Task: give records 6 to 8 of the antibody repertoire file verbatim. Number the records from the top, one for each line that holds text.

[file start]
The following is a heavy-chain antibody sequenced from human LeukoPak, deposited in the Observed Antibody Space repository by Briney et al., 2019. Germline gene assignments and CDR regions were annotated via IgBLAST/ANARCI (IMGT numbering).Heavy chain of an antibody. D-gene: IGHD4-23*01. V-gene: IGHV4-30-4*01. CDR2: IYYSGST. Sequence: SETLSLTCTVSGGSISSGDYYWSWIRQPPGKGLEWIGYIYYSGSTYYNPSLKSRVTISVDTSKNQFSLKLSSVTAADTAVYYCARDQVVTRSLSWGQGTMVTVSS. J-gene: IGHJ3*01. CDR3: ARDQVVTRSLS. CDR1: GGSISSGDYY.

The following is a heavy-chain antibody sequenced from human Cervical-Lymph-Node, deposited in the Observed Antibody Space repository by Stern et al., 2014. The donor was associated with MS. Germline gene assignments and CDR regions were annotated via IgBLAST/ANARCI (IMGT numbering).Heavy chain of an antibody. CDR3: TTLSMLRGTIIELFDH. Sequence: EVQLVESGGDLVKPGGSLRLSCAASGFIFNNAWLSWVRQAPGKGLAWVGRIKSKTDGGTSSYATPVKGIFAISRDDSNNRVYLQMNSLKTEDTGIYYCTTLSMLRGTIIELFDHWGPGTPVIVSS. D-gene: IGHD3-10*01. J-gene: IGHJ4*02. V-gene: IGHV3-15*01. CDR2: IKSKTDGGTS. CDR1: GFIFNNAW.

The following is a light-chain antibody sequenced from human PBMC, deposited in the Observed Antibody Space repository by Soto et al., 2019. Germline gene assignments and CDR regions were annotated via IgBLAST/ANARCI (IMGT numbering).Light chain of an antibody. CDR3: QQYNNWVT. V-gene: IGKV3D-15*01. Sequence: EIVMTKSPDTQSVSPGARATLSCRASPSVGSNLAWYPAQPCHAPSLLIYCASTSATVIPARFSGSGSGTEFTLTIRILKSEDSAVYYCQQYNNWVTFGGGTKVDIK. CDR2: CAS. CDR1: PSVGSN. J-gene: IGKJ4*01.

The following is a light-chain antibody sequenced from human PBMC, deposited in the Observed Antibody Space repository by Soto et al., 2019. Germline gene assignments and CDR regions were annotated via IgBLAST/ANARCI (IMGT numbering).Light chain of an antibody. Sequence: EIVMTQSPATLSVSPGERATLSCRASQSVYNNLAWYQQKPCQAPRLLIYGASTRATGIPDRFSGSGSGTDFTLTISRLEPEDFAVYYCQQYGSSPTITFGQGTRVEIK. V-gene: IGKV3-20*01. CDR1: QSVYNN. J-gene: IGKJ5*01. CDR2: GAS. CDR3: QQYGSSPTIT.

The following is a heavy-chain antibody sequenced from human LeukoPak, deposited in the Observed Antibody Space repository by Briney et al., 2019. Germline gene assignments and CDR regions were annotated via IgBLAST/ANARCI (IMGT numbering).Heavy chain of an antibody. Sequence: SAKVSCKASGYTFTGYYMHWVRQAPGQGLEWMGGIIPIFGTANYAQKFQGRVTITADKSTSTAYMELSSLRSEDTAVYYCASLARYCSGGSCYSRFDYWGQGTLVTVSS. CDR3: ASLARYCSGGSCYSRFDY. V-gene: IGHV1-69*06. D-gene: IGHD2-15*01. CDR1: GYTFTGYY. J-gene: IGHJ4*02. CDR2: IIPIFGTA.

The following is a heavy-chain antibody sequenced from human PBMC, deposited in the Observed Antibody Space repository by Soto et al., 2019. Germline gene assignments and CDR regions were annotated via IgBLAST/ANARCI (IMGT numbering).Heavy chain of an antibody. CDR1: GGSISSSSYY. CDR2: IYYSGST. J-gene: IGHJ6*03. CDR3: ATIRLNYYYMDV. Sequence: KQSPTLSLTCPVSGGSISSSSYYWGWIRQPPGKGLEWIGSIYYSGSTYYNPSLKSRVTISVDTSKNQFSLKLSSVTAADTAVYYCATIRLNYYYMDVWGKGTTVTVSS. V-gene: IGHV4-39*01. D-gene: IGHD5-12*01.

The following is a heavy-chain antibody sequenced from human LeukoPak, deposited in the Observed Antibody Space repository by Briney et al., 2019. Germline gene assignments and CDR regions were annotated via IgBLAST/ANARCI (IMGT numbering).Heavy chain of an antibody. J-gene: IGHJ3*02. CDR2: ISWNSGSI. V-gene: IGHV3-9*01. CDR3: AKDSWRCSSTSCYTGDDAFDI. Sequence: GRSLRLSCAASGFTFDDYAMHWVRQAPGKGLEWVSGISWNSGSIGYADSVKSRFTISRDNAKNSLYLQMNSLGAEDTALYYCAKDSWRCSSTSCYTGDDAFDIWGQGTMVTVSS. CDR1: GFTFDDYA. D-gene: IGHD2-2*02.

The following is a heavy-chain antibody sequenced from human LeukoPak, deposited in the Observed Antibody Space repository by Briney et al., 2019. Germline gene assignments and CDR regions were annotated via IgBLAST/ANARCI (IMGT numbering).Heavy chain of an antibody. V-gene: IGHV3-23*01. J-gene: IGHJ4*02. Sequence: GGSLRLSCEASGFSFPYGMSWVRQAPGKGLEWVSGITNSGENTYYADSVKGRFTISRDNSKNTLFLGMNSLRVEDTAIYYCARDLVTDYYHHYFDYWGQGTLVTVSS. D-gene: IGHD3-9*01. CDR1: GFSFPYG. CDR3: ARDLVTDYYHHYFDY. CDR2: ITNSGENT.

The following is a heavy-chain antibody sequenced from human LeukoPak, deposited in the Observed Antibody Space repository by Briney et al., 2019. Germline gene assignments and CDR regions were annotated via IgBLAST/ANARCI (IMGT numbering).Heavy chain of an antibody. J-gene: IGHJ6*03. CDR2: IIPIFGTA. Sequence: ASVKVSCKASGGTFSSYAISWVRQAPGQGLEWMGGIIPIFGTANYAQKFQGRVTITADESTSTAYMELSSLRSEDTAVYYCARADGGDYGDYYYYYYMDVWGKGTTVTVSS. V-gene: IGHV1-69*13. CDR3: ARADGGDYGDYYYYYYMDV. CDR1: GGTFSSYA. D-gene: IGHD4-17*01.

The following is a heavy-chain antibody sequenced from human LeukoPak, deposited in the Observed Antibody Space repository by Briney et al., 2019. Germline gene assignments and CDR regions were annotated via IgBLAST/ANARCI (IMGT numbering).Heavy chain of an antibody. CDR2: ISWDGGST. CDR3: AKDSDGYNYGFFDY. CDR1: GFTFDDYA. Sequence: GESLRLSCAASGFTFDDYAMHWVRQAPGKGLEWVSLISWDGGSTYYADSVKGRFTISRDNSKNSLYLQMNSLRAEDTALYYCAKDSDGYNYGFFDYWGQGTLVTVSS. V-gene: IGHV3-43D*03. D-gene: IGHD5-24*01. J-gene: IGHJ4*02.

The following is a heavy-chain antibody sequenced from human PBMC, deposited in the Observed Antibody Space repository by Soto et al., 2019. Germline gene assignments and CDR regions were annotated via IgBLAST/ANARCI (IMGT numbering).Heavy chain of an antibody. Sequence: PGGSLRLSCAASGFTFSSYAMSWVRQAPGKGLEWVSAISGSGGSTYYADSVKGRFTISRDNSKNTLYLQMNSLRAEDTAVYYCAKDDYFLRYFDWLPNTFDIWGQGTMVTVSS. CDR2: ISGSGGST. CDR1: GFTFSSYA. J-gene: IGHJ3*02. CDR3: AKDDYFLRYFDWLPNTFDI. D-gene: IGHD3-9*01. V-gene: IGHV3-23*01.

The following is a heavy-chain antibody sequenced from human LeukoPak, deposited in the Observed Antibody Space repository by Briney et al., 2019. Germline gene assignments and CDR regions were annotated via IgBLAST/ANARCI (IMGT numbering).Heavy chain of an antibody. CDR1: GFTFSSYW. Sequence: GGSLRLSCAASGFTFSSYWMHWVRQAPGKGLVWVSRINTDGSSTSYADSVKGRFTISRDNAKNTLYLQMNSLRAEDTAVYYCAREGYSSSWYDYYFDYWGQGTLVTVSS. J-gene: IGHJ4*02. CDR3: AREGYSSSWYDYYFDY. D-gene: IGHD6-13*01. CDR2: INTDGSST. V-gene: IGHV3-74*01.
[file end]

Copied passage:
The following is a heavy-chain antibody sequenced from human PBMC, deposited in the Observed Antibody Space repository by Soto et al., 2019. Germline gene assignments and CDR regions were annotated via IgBLAST/ANARCI (IMGT numbering).Heavy chain of an antibody. CDR1: GGSISSSSYY. CDR2: IYYSGST. J-gene: IGHJ6*03. CDR3: ATIRLNYYYMDV. Sequence: KQSPTLSLTCPVSGGSISSSSYYWGWIRQPPGKGLEWIGSIYYSGSTYYNPSLKSRVTISVDTSKNQFSLKLSSVTAADTAVYYCATIRLNYYYMDVWGKGTTVTVSS. V-gene: IGHV4-39*01. D-gene: IGHD5-12*01.

The following is a heavy-chain antibody sequenced from human LeukoPak, deposited in the Observed Antibody Space repository by Briney et al., 2019. Germline gene assignments and CDR regions were annotated via IgBLAST/ANARCI (IMGT numbering).Heavy chain of an antibody. J-gene: IGHJ3*02. CDR2: ISWNSGSI. V-gene: IGHV3-9*01. CDR3: AKDSWRCSSTSCYTGDDAFDI. Sequence: GRSLRLSCAASGFTFDDYAMHWVRQAPGKGLEWVSGISWNSGSIGYADSVKSRFTISRDNAKNSLYLQMNSLGAEDTALYYCAKDSWRCSSTSCYTGDDAFDIWGQGTMVTVSS. CDR1: GFTFDDYA. D-gene: IGHD2-2*02.

The following is a heavy-chain antibody sequenced from human LeukoPak, deposited in the Observed Antibody Space repository by Briney et al., 2019. Germline gene assignments and CDR regions were annotated via IgBLAST/ANARCI (IMGT numbering).Heavy chain of an antibody. V-gene: IGHV3-23*01. J-gene: IGHJ4*02. Sequence: GGSLRLSCEASGFSFPYGMSWVRQAPGKGLEWVSGITNSGENTYYADSVKGRFTISRDNSKNTLFLGMNSLRVEDTAIYYCARDLVTDYYHHYFDYWGQGTLVTVSS. D-gene: IGHD3-9*01. CDR1: GFSFPYG. CDR3: ARDLVTDYYHHYFDY. CDR2: ITNSGENT.